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2023-2024 SeasonThe Flying Lovers of Vitebsk

Violins of Hope Greater Pittsburgh | Exhibit, Concerts & Performances

By October 11, 2023October 16th, 2023No Comments
Violins of Hope

Visit Pittsburgh – For its 100th production, Quantum Theatre returns to Rodef Shalom Congregation with The Flying Lovers of Vitebsk (The Chagall Musical), opening Oct. 28, and playing through Nov. 26 (Wednesdays, Thursdays, Saturdays and Sundays at 8 p.m., with Sunday matinees at 2 p.m.).

Paired with Violins of Hope, this Klezmer musical by Daniel Jamieson and Ian Ross, based on the love story of artist Marc Chagall and his poet wife, Bella, takes its name from the Lithuanian city where Chagall was born (1887) — and for the relationship memorialized in many of his paintings.

A Fitting Pairing

Artistic Director Karla Boos says, “Violins of Hope has the word ‘hope’ in its title, and I do think it’s meant to prompt thoughts of survival and how good can’t be suppressed, will overcome. Among all the offerings in town, our Flying Lovers about the Chagalls really leans into that hope, being about survivors, so I think audiences will take joy in that away, and amazement at this story of the 20th century; all these things that happened and people who overcame are the shoulders we stand on.”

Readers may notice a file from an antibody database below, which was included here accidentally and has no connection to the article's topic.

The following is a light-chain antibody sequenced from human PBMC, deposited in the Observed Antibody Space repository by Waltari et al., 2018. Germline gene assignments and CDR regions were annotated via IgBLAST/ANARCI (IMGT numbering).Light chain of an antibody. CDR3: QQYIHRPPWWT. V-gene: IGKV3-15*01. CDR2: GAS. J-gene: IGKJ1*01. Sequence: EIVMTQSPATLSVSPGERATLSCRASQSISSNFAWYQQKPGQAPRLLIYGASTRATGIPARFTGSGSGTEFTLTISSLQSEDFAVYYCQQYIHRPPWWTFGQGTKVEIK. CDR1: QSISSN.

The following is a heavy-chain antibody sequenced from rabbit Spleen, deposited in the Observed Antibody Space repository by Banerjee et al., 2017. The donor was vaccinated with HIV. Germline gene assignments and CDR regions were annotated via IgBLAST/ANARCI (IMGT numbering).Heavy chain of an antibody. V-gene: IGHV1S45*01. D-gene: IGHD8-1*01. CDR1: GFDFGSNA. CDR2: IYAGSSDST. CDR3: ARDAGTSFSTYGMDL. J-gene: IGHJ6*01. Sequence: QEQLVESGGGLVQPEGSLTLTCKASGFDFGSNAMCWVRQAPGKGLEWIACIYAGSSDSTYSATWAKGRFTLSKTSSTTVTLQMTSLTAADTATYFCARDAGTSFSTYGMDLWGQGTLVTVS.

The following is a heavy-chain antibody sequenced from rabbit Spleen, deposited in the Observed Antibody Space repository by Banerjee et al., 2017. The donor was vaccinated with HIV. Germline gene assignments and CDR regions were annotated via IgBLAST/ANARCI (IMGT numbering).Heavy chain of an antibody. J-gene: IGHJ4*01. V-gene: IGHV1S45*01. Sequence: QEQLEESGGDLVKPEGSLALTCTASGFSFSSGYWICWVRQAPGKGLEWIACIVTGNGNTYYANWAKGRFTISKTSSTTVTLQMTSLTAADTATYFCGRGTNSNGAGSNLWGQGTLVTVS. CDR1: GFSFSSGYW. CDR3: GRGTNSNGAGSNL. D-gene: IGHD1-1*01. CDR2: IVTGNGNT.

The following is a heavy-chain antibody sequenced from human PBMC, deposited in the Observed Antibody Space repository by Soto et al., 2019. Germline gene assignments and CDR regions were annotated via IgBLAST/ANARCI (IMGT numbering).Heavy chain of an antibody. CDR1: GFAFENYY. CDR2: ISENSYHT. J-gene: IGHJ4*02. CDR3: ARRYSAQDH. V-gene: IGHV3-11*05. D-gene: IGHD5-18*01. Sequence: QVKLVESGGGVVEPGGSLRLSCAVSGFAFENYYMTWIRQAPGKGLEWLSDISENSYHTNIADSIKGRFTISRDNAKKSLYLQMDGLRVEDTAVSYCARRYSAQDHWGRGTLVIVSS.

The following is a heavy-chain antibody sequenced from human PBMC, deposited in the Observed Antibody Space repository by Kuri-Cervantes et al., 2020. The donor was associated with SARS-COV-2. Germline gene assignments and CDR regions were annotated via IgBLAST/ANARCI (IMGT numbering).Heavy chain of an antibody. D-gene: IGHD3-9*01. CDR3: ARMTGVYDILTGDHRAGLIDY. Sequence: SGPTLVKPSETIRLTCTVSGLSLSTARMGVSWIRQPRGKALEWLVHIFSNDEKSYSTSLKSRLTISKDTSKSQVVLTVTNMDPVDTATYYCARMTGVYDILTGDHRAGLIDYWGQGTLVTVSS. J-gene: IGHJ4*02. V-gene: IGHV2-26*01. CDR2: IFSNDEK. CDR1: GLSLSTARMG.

This is the second project that Douglas Levine, keyboard/music direction, orchestration and additional arrangements, has done with “visionary” Karla Boos. (He’s been active in the local theater and music scene since the early 90s as a pianist, composer, music director and educator.)

Summarizing the production, he says, “The Flying Lovers of Vitebsk is the story of Marc and Bella Chagall’s meeting, courtship, marriage…their life, love and so much art, beautifully and at times dreamily rendered through words and live music.”

Levine continues, “Ours will be a reimagining of the inspired original script and score of Kneehigh’s The Flying Lovers of Vitebsk. [The show’s director and choreographer Gustavo Zajac] is adding a handful of beautiful Yiddish folk songs from his youth, which magically support the story, and which many in our Pittsburgh audiences will recognize — and everyone will enjoy.”

Levine says he’s had the rewarding opportunity to both re-orchestrate the original score, as well as arrange and orchestrate the additional Yiddish music. “PLUS,” he adds, “I get to perform the score live with two fantastic local musicians, violinist Cara Garofalo and reed player Lenny Young. For me, live music and theater, like Marc and Bella, are a match made in heaven!”

Learn more about Violins for Hope and read the full story here.

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